Nathan Brookes

Why we should sit less and move more

Too much sitting and too little activity can be a risk to your health.

While most people are aware of the benefits of physical activity — increased muscle and strength, reduced risk of disease, better quality of life and a lower risk of death — we tend to be less aware of the negative effects of reduced physical activity.

Among the increasing evidence for the risks of prolonged periods of sitting is a recent study led by a team from the University of Salford and Salford Royal.

It’s the first paper to show that people who are inactive and sit for long periods can have reduced passive hip extension (the backwards movement of the hip). The researchers say it’s possible their findings indicate a physiological adaptation in passive muscle stiffness secondary to reduced activity. This may lead to increased discomfort or difficulties with daily tasks such as walking or stairs. They hope to carry out further research to explore the links between too much sitting and musculoskeletal pain such as low back, hip and knee pain.

Senior author and musculoskeletal physiotherapist Nathan Brookes (pictured) said: “In this study, we found significant differences in hip flexibility between participants who were highly active and spent minimal time sitting (less than four hours a day) and those who had prolonged time sitting (more than seven hours a day) and low activity. It seems that increased activity, whether it is organised or part of your daily lifestyle, reduces the risk of passive hip stiffness.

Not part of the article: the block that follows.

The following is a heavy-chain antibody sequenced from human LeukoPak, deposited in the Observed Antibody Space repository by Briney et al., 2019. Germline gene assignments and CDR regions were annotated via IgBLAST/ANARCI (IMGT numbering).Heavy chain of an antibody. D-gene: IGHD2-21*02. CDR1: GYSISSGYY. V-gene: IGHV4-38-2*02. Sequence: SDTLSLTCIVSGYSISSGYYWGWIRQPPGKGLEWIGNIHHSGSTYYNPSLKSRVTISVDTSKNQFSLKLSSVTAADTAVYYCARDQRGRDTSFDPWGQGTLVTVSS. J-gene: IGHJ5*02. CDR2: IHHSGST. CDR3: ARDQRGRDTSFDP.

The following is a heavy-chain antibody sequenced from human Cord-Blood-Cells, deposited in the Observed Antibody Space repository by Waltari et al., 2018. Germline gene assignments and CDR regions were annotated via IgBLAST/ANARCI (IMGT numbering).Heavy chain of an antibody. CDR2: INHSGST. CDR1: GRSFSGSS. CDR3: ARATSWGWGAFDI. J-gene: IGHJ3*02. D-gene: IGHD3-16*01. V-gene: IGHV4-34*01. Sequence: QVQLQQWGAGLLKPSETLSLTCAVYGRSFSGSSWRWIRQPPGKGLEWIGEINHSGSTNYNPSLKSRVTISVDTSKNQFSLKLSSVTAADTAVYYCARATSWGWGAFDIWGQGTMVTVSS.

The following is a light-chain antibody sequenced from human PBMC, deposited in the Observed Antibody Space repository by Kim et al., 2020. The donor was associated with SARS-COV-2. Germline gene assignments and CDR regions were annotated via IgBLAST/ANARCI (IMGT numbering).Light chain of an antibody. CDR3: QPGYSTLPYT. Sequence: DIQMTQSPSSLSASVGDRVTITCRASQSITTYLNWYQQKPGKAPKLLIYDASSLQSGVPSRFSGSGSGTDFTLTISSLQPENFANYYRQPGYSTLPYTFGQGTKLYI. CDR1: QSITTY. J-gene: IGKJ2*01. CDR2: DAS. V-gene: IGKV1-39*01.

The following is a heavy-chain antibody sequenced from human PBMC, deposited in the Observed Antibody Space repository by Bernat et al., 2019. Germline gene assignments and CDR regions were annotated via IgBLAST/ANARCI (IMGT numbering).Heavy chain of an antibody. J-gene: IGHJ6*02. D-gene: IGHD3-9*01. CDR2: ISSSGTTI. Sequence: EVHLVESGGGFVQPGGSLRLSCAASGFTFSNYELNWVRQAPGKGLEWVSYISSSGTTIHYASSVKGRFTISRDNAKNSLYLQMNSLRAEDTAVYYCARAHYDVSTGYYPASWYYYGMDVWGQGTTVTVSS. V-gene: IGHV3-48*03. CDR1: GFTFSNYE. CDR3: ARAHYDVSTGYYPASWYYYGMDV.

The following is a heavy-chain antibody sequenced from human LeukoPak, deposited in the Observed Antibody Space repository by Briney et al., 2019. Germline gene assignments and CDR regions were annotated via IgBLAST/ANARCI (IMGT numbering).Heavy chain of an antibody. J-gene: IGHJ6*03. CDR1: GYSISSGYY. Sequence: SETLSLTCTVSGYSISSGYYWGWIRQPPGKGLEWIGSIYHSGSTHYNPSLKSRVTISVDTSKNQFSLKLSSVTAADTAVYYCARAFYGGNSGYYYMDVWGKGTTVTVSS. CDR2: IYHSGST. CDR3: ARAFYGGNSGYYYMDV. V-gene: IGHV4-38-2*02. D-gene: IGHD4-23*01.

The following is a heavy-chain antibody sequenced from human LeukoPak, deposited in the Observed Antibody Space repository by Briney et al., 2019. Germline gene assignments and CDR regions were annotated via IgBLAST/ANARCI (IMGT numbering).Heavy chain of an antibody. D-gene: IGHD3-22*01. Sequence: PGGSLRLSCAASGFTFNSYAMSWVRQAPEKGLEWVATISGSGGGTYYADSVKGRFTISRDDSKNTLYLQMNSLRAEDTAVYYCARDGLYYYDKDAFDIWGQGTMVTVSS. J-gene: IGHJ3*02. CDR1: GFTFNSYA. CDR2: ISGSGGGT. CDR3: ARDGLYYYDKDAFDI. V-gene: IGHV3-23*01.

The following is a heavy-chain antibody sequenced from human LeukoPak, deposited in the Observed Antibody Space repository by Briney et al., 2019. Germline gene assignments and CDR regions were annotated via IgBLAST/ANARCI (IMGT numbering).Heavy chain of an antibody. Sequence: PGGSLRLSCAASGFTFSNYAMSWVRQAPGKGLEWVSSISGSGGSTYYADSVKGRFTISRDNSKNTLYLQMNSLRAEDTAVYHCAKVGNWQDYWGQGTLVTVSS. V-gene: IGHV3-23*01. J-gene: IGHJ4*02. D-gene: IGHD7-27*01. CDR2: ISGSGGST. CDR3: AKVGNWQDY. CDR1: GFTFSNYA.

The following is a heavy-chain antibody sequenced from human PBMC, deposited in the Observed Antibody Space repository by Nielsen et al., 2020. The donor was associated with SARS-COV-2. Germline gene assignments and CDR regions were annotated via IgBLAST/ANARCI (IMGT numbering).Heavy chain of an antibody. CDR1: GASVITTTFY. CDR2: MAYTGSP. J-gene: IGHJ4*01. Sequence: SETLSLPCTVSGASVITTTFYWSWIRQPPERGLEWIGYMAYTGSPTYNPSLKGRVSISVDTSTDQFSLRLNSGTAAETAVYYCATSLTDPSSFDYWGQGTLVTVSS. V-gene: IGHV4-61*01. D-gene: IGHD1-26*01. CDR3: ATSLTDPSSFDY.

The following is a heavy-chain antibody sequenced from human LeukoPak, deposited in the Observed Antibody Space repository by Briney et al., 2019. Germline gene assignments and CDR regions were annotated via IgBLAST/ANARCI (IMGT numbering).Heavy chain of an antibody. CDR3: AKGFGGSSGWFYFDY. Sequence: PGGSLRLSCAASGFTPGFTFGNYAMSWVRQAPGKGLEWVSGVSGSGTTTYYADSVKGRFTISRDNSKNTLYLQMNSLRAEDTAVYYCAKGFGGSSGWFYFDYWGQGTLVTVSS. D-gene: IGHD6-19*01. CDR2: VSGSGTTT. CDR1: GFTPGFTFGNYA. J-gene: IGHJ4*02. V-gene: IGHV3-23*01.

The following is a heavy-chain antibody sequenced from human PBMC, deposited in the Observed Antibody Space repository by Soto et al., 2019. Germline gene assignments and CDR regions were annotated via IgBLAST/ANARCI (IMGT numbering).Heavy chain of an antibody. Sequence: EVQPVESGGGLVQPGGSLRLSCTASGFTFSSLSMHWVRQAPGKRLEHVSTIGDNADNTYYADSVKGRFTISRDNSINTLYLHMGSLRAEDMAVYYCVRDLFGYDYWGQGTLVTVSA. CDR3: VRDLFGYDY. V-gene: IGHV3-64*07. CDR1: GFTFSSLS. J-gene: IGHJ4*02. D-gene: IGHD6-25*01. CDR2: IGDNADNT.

Many adults in the UK spend around nine hours a day sitting. This includes watching TV, using a computer, reading, doing homework, and travelling. Many people who have switched to working from home during the Covid pandemic have found they have reduced levels of activity, while others have been affected by closures of sports activities during lockdown periods.

Mr Brookes added: ”Regular activity interspersed through your day is likely to help reduce the risk of prolonged sitting. This may be organised activity such as attending the gym or simply just integrating a bit more movement into your day by walking a bit more or standing when taking calls. Perhaps use an activity tracker to track your step count or set reminders/goals on a smart watch or on your phone.“

The paper Prolonged sitting and physical inactivity are associated with limited hip extension: A cross-sectional study’ by Abderrahmane Boukabache, Stephen Preece and Nathan Brookes is published in Musculoskeletal Science and Practice.

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